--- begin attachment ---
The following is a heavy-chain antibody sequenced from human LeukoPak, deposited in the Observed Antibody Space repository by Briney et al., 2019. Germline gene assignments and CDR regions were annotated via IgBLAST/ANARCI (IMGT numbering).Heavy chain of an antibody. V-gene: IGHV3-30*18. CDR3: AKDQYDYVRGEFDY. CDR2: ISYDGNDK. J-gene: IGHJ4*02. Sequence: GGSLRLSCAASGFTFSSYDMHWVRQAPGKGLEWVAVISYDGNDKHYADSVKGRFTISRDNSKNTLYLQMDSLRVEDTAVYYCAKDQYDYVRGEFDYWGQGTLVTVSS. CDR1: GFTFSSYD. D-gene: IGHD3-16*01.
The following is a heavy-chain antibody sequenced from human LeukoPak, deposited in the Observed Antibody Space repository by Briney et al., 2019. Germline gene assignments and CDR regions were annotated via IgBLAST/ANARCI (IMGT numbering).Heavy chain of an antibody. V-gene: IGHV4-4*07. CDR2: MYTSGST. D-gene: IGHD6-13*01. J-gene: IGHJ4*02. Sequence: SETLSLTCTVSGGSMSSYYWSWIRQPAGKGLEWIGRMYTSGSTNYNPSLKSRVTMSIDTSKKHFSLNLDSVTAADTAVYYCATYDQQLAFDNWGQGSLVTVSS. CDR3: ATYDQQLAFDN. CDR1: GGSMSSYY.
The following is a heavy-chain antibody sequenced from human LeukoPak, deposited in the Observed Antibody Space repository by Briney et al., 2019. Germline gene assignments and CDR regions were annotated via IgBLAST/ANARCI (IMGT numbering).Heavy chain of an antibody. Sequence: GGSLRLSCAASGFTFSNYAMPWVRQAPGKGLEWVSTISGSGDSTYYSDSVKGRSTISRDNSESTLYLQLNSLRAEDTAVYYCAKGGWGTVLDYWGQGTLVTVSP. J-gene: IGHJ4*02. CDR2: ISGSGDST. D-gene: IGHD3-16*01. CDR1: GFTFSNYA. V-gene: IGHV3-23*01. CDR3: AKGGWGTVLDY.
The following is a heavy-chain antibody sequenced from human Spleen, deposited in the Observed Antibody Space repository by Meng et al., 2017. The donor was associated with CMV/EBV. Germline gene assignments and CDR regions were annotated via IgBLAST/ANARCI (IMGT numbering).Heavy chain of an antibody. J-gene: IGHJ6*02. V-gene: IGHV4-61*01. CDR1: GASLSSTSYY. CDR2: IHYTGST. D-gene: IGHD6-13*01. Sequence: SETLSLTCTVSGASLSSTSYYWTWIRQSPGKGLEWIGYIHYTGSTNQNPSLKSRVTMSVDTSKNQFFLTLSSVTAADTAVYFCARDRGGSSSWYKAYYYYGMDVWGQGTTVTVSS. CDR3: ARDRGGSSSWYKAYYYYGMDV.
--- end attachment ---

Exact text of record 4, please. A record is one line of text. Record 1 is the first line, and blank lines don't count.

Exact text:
The following is a heavy-chain antibody sequenced from human Spleen, deposited in the Observed Antibody Space repository by Meng et al., 2017. The donor was associated with CMV/EBV. Germline gene assignments and CDR regions were annotated via IgBLAST/ANARCI (IMGT numbering).Heavy chain of an antibody. J-gene: IGHJ6*02. V-gene: IGHV4-61*01. CDR1: GASLSSTSYY. CDR2: IHYTGST. D-gene: IGHD6-13*01. Sequence: SETLSLTCTVSGASLSSTSYYWTWIRQSPGKGLEWIGYIHYTGSTNQNPSLKSRVTMSVDTSKNQFFLTLSSVTAADTAVYFCARDRGGSSSWYKAYYYYGMDVWGQGTTVTVSS. CDR3: ARDRGGSSSWYKAYYYYGMDV.